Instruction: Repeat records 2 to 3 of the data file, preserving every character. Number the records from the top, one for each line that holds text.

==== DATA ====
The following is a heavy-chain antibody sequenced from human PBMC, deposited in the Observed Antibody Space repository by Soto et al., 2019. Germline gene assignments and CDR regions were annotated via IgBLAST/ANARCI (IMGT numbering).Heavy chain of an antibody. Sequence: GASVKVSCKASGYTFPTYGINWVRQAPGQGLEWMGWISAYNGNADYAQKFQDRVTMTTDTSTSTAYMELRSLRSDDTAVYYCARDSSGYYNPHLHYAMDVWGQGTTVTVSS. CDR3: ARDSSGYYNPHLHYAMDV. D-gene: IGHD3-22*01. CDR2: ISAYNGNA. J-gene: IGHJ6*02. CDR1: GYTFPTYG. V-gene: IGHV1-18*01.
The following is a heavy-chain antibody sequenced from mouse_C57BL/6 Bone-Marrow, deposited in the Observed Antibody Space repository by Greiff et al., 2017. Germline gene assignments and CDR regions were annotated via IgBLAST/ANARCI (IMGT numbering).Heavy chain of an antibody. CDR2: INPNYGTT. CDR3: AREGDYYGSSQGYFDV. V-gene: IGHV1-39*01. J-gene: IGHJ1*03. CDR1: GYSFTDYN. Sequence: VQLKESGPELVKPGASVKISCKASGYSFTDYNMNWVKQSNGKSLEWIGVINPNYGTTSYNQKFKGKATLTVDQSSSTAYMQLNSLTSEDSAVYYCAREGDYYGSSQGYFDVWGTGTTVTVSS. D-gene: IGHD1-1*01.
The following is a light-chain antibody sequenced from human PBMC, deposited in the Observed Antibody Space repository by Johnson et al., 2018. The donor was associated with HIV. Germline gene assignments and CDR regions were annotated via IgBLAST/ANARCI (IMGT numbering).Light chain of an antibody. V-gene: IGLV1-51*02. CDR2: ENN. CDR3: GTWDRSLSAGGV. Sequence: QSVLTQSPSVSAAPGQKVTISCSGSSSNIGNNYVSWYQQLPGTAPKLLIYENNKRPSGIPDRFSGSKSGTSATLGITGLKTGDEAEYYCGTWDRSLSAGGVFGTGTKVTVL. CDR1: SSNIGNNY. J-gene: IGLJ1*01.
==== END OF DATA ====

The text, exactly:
The following is a heavy-chain antibody sequenced from mouse_C57BL/6 Bone-Marrow, deposited in the Observed Antibody Space repository by Greiff et al., 2017. Germline gene assignments and CDR regions were annotated via IgBLAST/ANARCI (IMGT numbering).Heavy chain of an antibody. CDR2: INPNYGTT. CDR3: AREGDYYGSSQGYFDV. V-gene: IGHV1-39*01. J-gene: IGHJ1*03. CDR1: GYSFTDYN. Sequence: VQLKESGPELVKPGASVKISCKASGYSFTDYNMNWVKQSNGKSLEWIGVINPNYGTTSYNQKFKGKATLTVDQSSSTAYMQLNSLTSEDSAVYYCAREGDYYGSSQGYFDVWGTGTTVTVSS. D-gene: IGHD1-1*01.
The following is a light-chain antibody sequenced from human PBMC, deposited in the Observed Antibody Space repository by Johnson et al., 2018. The donor was associated with HIV. Germline gene assignments and CDR regions were annotated via IgBLAST/ANARCI (IMGT numbering).Light chain of an antibody. V-gene: IGLV1-51*02. CDR2: ENN. CDR3: GTWDRSLSAGGV. Sequence: QSVLTQSPSVSAAPGQKVTISCSGSSSNIGNNYVSWYQQLPGTAPKLLIYENNKRPSGIPDRFSGSKSGTSATLGITGLKTGDEAEYYCGTWDRSLSAGGVFGTGTKVTVL. CDR1: SSNIGNNY. J-gene: IGLJ1*01.